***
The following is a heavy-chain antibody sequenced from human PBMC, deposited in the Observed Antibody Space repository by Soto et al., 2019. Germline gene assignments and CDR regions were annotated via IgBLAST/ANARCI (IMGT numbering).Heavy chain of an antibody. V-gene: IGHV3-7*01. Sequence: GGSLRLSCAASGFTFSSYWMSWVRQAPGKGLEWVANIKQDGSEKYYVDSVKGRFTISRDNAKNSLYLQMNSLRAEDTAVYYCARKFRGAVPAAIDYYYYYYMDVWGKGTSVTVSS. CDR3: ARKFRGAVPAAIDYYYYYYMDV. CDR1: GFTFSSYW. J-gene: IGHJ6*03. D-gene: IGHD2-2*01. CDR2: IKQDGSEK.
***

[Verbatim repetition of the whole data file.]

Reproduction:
The following is a heavy-chain antibody sequenced from human PBMC, deposited in the Observed Antibody Space repository by Soto et al., 2019. Germline gene assignments and CDR regions were annotated via IgBLAST/ANARCI (IMGT numbering).Heavy chain of an antibody. V-gene: IGHV3-7*01. Sequence: GGSLRLSCAASGFTFSSYWMSWVRQAPGKGLEWVANIKQDGSEKYYVDSVKGRFTISRDNAKNSLYLQMNSLRAEDTAVYYCARKFRGAVPAAIDYYYYYYMDVWGKGTSVTVSS. CDR3: ARKFRGAVPAAIDYYYYYYMDV. CDR1: GFTFSSYW. J-gene: IGHJ6*03. D-gene: IGHD2-2*01. CDR2: IKQDGSEK.